This time last month, my wife and I had the chance to see one of our favourite Christian comedians perform in person. I’m not going to mention him by name specifically, which I hope will make sense here in a minute, but I will say that we’ve seen him before and he is hands down one of the funniest people I have ever seen. We went for our date night, expecting to relax and enjoy the show, and we weren’t disappointed. Thing is, the whole performance, including the church which served as the venue, felt like that just that. A show. And as we left, I couldn’t help but feel, well, disappointed.
Here’s why. As I found out later, the church serving as the venue has an $11 million sanctuary. We parked in a lot that features what must be, in summer, a very well maintained and well landscaped parking lot where the church parks their not one but four church buses (including a coach bus). The sanctuary itself was huge, and featured a sound system that would have outdone a small theatre. The whole thing served to make me feel insignificant and lost in the crowd, and if it made me feel that way, as a Christian coming to see a comedian perform, how it would make someone feel who was coming to church for the first time? Someone who’s lost and looking for answers? For connection? For love?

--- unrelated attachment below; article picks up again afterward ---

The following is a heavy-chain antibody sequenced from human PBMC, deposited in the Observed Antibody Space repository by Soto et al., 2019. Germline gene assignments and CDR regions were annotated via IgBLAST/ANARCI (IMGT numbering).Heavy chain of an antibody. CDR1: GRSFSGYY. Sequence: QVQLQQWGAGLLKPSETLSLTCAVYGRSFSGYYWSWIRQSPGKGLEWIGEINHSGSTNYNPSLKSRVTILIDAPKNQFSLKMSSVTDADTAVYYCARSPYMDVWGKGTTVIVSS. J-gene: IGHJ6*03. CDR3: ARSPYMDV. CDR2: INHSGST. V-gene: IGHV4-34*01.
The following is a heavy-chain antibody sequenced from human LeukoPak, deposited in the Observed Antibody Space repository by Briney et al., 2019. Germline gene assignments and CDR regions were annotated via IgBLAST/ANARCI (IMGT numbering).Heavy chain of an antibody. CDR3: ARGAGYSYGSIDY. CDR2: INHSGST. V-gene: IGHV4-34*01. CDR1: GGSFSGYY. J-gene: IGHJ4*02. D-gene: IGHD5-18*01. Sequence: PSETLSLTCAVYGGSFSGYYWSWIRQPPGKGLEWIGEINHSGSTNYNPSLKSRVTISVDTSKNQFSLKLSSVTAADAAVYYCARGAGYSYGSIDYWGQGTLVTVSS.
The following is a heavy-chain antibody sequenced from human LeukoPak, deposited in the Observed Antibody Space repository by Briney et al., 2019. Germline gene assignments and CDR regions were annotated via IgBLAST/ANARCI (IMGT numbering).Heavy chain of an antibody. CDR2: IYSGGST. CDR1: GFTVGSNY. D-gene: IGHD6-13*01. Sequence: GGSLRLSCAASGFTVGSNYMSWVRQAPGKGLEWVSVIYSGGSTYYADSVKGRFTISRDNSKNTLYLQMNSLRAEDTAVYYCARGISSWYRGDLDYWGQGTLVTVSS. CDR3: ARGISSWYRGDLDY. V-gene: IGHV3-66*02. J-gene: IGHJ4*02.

I should note here that it’s not just large churches that have left me feeling this way. I’ve had the same impression in small, country churches as well. As Christians we seem to excel at defending the establishment, such as it is. Whether it’s excluding a certain group of individuals, or prioritizing a program over the hearts of the people that program is meant to serve, or only looking to have people in our congregations who can actually pay to support our $11 million sanctuaries, we do a bang up job of overlooking the individual in the name of honouring Jesus.
The sad part is that when we do such a bang up job of overlooking the individuals around us, in reality we’re excelling at little more than missing the point entirely. Think of Zaccheus the tax collector in Luke 19. Jesus puts his whole day on hold just to have lunch with one man. And don’t forget the woman at the well in John 4. Jesus went out of his way just for a meeting with one woman. Finally, there’s the demon-possessed man in Luke 8. Here Jesus goes all the way across the Sea of Galilee to rescue (you might see a pattern beginning to form here) one man. Jesus valued individual people.
So what? Well, this leads me to two things. First of all, if you’ve ever found yourself in a church like the one I described above, and left feeling the way I did, I’d like to apologize. It’s not supposed to be that way. You matter. You really do. You, with all your quirks and eccentricities, matter to Jesus. Secondly, well, you matter to Jesus. He’s the one who made you, and He loves you for you. He doesn’t love you for the money you can bring to the church, or for how you being there can justify a particular program, but for who you are as an individual. He made you to be you, and that you matters.